Dogs have always been man’s best friend. But for army veteran Dallas Leveroni, his dog, Shiva, does more: She’s a registered and trained service dog, meant to help Leveroni with a list of recurrent problems, from night terrors to asthma attacks.
But in Santa Barbara, according to Leveroni, it is next to impossible for other men and women who have served in the military to get a service animal.
Service dogs are trained to perform tasks for people with disabilities, whether that be physical, such as mobility or sensory issues, or psychological, such as post-traumatic stress disorder. Studies have shown that they can be extremely helpful for veterans.
“Shiva is here to help me with my day-to-day, but also helps me break out of some of the structure that I learned in the military and calms my mind with the dog stuff, which is therapeutic,” said Leveroni, who was a member of the U.S. Army’s 82nd Airborne Division. “She also helps me with night terrors; she’s trained to wake me up in the middle of the night. And if she sees me getting stressed out, raising my voice, she’ll come up and lick my hand or show pressure and give me those eyes that’s like, ‘Hey, it’s okay. I’m here.'”
But Santa Barbara is lacking a facility that can place trained service dogs with vets for little to no cost. The county’s treasurer, Harry Hagen, whose department oversees veteran services, confirmed there is no specific program he knows of here. “There’s a place in Pismo that costs about $17,000, and they do a majority of the training there,” said Leveroni. “They charge about $2,000 for their dogs, which are purebred show dogs. That’s not for me. They just need a healthy dog that will do the job.”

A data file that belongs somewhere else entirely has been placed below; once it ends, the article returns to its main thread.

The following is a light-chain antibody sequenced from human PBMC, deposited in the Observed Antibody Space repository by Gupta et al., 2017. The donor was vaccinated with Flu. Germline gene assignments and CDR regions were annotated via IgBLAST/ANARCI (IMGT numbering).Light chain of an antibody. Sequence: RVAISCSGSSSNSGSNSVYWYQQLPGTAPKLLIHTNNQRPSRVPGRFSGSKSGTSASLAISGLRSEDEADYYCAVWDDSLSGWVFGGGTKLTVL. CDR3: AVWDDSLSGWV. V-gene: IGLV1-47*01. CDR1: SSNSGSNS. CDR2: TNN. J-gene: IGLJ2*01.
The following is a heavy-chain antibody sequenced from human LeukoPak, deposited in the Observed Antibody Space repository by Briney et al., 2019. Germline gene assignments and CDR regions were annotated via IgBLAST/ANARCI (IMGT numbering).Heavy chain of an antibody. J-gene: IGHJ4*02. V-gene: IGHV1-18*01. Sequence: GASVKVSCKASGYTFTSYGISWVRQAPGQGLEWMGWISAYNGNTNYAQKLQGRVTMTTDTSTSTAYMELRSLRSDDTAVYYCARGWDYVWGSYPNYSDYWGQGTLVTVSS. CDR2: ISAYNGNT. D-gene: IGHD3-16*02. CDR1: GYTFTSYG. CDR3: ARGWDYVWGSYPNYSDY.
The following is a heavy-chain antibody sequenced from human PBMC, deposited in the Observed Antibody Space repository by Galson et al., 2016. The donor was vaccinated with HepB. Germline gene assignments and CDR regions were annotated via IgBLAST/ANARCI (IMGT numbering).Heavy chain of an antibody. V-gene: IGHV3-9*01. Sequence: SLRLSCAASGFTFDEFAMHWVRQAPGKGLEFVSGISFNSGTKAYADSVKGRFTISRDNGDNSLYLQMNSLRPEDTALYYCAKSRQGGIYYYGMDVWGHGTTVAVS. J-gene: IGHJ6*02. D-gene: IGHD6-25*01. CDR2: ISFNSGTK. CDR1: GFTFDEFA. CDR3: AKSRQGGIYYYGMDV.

Leveroni was paired with Shiva at a facility in Temecula that, in his opinion, does a fantastic job pairing vets with the dogs that they need. Unfortunately, when he moved from Temecula to Santa Barbara, the organization could no longer help him because they only serve veterans in the nearby area. There are a number of nonprofit organizations linking vets to pets, such as K9s for Warriors, Patriot Paws, and Top Dogg K9 Foundation, but they are also mostly regional in nature.
“Service dogs show you that someone else is there. You could be in a fight with your wife, or stuff could be going bad — that kind of stuff happens,” said Leveroni, “but [your dog] will always have your back. She’s your battle buddy for life.”
Clarification: The group K9s for Warriors states that its work extends to California. The nonprofit’s training for vets and pairing with dogs are both provided free of charge at its Camp K9 facility in Ponte Vedra Beach, Florida. Applicants must pay for their way to Florida and home again, but otherwise the dog, training, and room and board are provided by sponsors and donations. The group has successfully paired 263 vets with service dogs, 17 of them from California. See k9sforwarriors.org for more.